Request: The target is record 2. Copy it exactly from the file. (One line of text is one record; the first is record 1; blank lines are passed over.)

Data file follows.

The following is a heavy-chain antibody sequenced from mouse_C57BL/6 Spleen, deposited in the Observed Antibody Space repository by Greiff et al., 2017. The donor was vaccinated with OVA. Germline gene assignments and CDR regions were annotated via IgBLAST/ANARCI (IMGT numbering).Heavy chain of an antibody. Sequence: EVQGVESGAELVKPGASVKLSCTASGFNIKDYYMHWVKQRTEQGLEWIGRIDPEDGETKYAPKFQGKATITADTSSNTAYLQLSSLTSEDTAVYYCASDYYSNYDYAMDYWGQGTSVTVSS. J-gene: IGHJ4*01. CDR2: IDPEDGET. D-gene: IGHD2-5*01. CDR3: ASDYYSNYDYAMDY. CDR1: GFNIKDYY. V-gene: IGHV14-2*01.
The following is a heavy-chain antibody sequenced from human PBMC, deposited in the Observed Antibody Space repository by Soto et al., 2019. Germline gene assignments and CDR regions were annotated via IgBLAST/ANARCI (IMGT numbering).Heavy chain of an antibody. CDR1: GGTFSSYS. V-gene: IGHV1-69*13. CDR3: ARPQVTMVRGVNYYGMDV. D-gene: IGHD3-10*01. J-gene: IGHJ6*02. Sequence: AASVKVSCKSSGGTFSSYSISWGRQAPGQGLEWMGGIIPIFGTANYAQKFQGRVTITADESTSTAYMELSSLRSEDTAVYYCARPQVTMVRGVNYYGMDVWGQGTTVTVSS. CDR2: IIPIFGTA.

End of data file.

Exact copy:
The following is a heavy-chain antibody sequenced from human PBMC, deposited in the Observed Antibody Space repository by Soto et al., 2019. Germline gene assignments and CDR regions were annotated via IgBLAST/ANARCI (IMGT numbering).Heavy chain of an antibody. CDR1: GGTFSSYS. V-gene: IGHV1-69*13. CDR3: ARPQVTMVRGVNYYGMDV. D-gene: IGHD3-10*01. J-gene: IGHJ6*02. Sequence: AASVKVSCKSSGGTFSSYSISWGRQAPGQGLEWMGGIIPIFGTANYAQKFQGRVTITADESTSTAYMELSSLRSEDTAVYYCARPQVTMVRGVNYYGMDVWGQGTTVTVSS. CDR2: IIPIFGTA.